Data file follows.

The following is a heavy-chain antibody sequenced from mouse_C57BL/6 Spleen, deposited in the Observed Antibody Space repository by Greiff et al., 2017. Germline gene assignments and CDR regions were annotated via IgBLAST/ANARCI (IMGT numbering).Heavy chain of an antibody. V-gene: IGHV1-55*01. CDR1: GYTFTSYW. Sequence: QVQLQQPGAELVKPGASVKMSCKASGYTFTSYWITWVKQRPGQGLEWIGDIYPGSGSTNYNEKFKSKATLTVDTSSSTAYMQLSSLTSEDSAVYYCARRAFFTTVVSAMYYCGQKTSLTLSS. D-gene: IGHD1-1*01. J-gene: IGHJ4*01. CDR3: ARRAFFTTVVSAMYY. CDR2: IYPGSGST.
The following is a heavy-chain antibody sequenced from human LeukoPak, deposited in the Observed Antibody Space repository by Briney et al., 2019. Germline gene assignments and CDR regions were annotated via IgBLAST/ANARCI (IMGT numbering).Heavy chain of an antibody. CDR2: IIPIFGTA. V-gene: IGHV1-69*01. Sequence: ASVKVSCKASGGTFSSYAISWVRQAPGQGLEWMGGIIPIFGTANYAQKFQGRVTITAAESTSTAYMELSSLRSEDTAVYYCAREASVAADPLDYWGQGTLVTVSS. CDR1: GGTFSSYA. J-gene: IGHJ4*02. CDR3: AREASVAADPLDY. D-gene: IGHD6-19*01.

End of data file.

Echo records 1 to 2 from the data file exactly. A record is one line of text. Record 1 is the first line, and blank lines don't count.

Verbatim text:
The following is a heavy-chain antibody sequenced from mouse_C57BL/6 Spleen, deposited in the Observed Antibody Space repository by Greiff et al., 2017. Germline gene assignments and CDR regions were annotated via IgBLAST/ANARCI (IMGT numbering).Heavy chain of an antibody. V-gene: IGHV1-55*01. CDR1: GYTFTSYW. Sequence: QVQLQQPGAELVKPGASVKMSCKASGYTFTSYWITWVKQRPGQGLEWIGDIYPGSGSTNYNEKFKSKATLTVDTSSSTAYMQLSSLTSEDSAVYYCARRAFFTTVVSAMYYCGQKTSLTLSS. D-gene: IGHD1-1*01. J-gene: IGHJ4*01. CDR3: ARRAFFTTVVSAMYY. CDR2: IYPGSGST.
The following is a heavy-chain antibody sequenced from human LeukoPak, deposited in the Observed Antibody Space repository by Briney et al., 2019. Germline gene assignments and CDR regions were annotated via IgBLAST/ANARCI (IMGT numbering).Heavy chain of an antibody. CDR2: IIPIFGTA. V-gene: IGHV1-69*01. Sequence: ASVKVSCKASGGTFSSYAISWVRQAPGQGLEWMGGIIPIFGTANYAQKFQGRVTITAAESTSTAYMELSSLRSEDTAVYYCAREASVAADPLDYWGQGTLVTVSS. CDR1: GGTFSSYA. J-gene: IGHJ4*02. CDR3: AREASVAADPLDY. D-gene: IGHD6-19*01.